Sescond example is if you and your neighbor have been feuding for years and you decide (intentionally) to back into his car parked in the street. It's witnessed by a third party that lays it out that shows you had intent, by saying you were looking straight back at your neighbor's car as you backed up and then accelerated your POS beater ONE ton truck with a step bumper made from a section of railroad rail. You ram his new Audi RS6 front door and destroy hit. You get out of your truck laughing and comply with the law by leaving your information on the Audi or contact your neighbor. In this case, you commited a crime (vandalism) because it was an intentional act. The act of vandalism in any case over $400 damage would be a felony and would not require you to do a private person's arrest, unlike a midemeanor.

The way I heard your story told by your co-worker, the workman commited an intentional act (crime) and it's a felony if your estimates are correct.

My advice is for you to get all the estimates, witness, your vehicle, information about the company together back at the location where the crime occurred and call the local police for a vandalism report. the witness should be albe to identify the idiot that did your door.

It's important that you have all of that at the location for the officer to take an accurate report to investigate what happened. Tell him you are desireous of prosecuting the idiot and also want restitution. You can get both without involving your insurance company and having to pay the deductible upfront.

An investigation from the police deparment will open the eyes of the idiot that he can't go around doing this and will probably get him on summary probation if it's his first offense.

Let me know shat happens.

John
 

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If you have a couple hours to spend then take the B.. to small claims court. You are very likely to prevail and if no one shows up from his side you should win by default.
Good luck!
 

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3 suggestions
1. dont talk to the receptionist what does that beyotch know, or have any authority to do, zilch
2. Call the police, to report the act, it is "criminal damage to property"
3. Try paintless dent removal, may cost you $100 at most and might not require any repainting

well 4. I never told you, and recommend against this but i have heard of people getting pissed off and doing things like this, go to the company and drop roofing nails all over their parking lot, stick superglue and toothpicks into all their door locks, and then get a pair of metal cutters or tin snips from hard ware store, cut off all the valve stems from their truck tires
there, you get even without damaging anyones paintwork thus you have not any bad car karma upon you
do it unto others before they do it unto you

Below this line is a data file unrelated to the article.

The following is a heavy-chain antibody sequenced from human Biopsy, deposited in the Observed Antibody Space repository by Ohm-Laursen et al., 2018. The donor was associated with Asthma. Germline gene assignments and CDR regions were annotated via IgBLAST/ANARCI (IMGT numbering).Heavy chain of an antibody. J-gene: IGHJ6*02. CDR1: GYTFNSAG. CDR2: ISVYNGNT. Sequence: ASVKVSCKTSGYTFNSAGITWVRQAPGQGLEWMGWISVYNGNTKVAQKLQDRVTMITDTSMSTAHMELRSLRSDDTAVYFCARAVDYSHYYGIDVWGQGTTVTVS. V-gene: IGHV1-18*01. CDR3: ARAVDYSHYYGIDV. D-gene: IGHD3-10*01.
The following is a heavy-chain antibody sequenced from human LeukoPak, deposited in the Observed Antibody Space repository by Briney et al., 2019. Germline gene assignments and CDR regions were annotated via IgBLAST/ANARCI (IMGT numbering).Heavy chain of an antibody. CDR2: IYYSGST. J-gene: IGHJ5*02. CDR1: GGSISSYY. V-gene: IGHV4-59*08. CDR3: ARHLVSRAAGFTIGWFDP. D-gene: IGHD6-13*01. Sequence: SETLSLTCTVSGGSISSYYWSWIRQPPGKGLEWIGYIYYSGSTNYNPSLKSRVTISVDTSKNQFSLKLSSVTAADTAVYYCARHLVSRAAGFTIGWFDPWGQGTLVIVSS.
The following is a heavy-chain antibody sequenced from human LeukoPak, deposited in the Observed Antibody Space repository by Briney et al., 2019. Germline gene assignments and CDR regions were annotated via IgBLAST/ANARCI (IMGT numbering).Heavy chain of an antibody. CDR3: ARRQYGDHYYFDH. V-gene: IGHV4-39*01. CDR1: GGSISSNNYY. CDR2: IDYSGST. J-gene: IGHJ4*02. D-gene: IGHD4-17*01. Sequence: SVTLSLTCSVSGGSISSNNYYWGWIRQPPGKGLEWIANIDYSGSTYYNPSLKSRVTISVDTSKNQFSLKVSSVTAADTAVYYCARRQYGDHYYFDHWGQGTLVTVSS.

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I agree re: THe paintless dent removal.

Some of those guys are VERY good. Can you post a pic perhaps?

And, I also agree, I would make a police report, and report it as criminal destruction of property.

If it were me, I would take this way too far... I'd be subpeonaing (sp?) the company for the driver's name and suing them all.

But then I am a bit of a jerk at times ;)

Bill
 

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I just hope we arent too late. puhleeze, dont let the body shop touch your beast until someone has at least tried paintless dent removal
 

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The good news is that most any aftermarket paint job will hold up better than the factories, IMHO as the BMW factory paint is soft. Those with black paint can really attest to it. It scratches easily and swirls even easier. I would be much more worried about fade so their ability to color match is key. If your car is exposed to hot sun frequently, fade or color change potential is increased.

If you have black paint its a cake walk if not make sure you have a shop that can computer match and has a good eye. You can judge a good shop by the quality of cars in for repair.

A heated booth for rapid curing is almost (not totally) essential. The shop I use has a heated booth, which is designed to bring the room to a high temperature to cure and harden the paint. You should have similarly equipped shop in your area.

I have had my cars bumpers re-done and a ding removed and you would never know it. It looks perfect and holds up better.

Just my 2 cents.

Scott
 

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I agree that aftermarket paint can be more durable, but paintless dent removal avoids all the color match problems, takes onl half hour or less and youavoid any chance of mismatch and the texture of the paint finish doesnt change
 

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Discussion Starter #15
Paintless dent removal

First, I would like to thank everyone for their input. It has helped me a TON in this process.

I went to the paintless dent removal guys. They both told me the same thing...the dent is too close to the front edge of the door to remove with their methods. They both said it wasn't worth trying.
:crying2:

I did file a police report, and filed a claim with my insurance company. The police have contacted the company :hihi: My insurance company will go after the perpetrator for the whole amount. I asked if they really would since the amount was pretty small, and my claims rep said that they go after EVERY claim, especially when it is clearly the other parties fault. When the police and my insurance claim representative contacted the company, the company said they weren't even there, and had nothing to do with this (cooperative as usual). The case is now in arbitration. I have spoken to the arbitrator, as have the witness and the police. The only thing that might cause a problem is that I know the witness (co-worker).

It looks like it will all be taken care of in the next couple of weeks. There may need to be an ID for the person who did the act, but both the insurance claim rep and the police said that was unlikely.

Although I have a couple more questions for the body shop (thanks, slief) I feel pretty comfortable with their expertise. He explained everything that they would do to repair the dent, and it seemed to be reasonable.

Now I just have to find a good time to bring the beast in for the work. I don't know if I can bear to be without it for 5 days!!! :hihi: :hihi: :hihi:

Again, thanks to all!